2.1. (Nano-)Diamonds

The existence of diamonds in interstellar space was postulated after the detection of small diamonds of presolar origin in meteorite extracts, with abundances sometimes almost approaching the part per thousands in some carbonaceous chondrites meteorites. Some of these diamond phases are truly attributed to a presolar origin based notably on their isotopic anomalies, others may be readily explained by high temperature and/or shock processing of carbon containing parent bodies or meteorites during solar system evolution [6,7,8,9,10,11,12,13,14]. The first detection of nanodiamonds in space have been performed by Reference [15] and unambiguously confirmed by comparing emission spectra of the dust grains evolving in circumstellar environments around the intermediate mass (a few M ) Herbig Ae-Be stars to laboratory spectra [16]. These authors identified specific infrared emission bands at 3.43 and 3.53 μ m attributed to the vibrational CH elongation modes of hydrogenated diamond nanoparticle surfaces. These interstellar medium (ISM) nanodiamonds spectra are different from the one recorded for meteoritic extracted nanodiamonds [17]. Laboratory approaches to reproduce the observed ratios of the ISM observed bands have followed a top down (nanostructures are synthesized starting from big units, reducing their size and following the spectral evolution associated) or bottom up approach (starting from the molecular world, following the spectral evolution using small diamondoid molecules that are grown in size and measured experimentally and/or explored bigger and bigger also by quantum calculation) to constrain the sizes of these remotely observed hydrogenated diamond terminations [16,18,19]. The top down nano-diamond approach led to an estimate of relatively large sizes for the interstellar nano-diamonds and they were found to be related to the non relaxed surfaces for nano-diamonds in the experiments for sizes below 35 nm. The bottom-up molecular approach, combined with density functional calculations demonstrated that the observed intensity ratio of the two bands observed at 3.53 μ m and 3.43 μ m would imply a much lower size, with about 136 carbon atoms (∼1.5 nm). A few sources display the characteristic emissions attributed to CH diamond terminations [20]. An observational survey of about thirty lines of sight with expected similar astrophysical environments have been conducted by Reference [21], with no additional detections of the presence of these nanodiamond emission bands. Several observations have also succeeded in resolving spatially these emission bands [22,23,24] to understand the underlying physical conditions for their formation. In resolved sources they appear relatively close to the stars, closer than other carbon dust emission bands associated with polyaromatic materials. Observations at higher spatial resolutions will help in better defining where these diamonds reside and emit, and put additional constraints on their sizes. Their detection in only a handful of sources questions their overall importance in the carbon budget of the Galaxy. These interstellar nanodiamonds are among the best identified spectroscopic features for interstellar dust emission bands, from the spectroscopic point of view and are a potential probe of very specific carbon allotrope forming environments. Pushing the detection capabilities of space telescopes will assess to what extent these nanodiamonds should be considered as widespread.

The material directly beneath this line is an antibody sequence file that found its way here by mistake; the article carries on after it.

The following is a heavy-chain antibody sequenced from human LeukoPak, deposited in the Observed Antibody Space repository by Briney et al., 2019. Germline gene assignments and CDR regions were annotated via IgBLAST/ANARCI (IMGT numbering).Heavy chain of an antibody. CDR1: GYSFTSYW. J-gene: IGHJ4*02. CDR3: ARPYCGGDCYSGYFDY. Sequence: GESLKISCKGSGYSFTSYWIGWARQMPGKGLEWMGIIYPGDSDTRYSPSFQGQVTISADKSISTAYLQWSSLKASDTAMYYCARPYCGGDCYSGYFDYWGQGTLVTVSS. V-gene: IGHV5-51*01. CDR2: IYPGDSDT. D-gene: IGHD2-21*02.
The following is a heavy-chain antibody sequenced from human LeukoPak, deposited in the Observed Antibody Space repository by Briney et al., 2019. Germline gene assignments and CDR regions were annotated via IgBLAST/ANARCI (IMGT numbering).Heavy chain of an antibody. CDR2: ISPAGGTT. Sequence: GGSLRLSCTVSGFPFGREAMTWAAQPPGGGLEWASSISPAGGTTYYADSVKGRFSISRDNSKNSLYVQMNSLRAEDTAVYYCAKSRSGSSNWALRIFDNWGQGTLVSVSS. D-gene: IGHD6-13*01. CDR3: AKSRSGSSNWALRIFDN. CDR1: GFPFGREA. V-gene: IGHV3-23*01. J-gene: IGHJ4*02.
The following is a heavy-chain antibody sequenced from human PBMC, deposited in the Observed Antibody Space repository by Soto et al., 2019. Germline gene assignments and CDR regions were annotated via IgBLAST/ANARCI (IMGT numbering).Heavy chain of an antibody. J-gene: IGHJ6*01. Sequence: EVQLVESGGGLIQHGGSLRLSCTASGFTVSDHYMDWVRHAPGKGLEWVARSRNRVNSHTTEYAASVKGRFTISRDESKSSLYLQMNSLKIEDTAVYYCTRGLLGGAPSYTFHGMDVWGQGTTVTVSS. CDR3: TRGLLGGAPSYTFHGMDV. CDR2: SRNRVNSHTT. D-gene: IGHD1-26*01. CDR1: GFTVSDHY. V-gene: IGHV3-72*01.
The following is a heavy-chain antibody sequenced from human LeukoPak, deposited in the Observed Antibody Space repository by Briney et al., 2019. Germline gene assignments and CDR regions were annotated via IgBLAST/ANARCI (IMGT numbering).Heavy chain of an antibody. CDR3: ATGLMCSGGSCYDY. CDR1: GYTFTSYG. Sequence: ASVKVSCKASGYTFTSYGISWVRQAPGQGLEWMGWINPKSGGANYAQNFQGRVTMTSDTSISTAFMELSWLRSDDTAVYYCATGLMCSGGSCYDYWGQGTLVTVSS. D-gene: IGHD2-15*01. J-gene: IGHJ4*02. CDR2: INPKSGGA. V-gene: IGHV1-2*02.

2.2. Fullerenes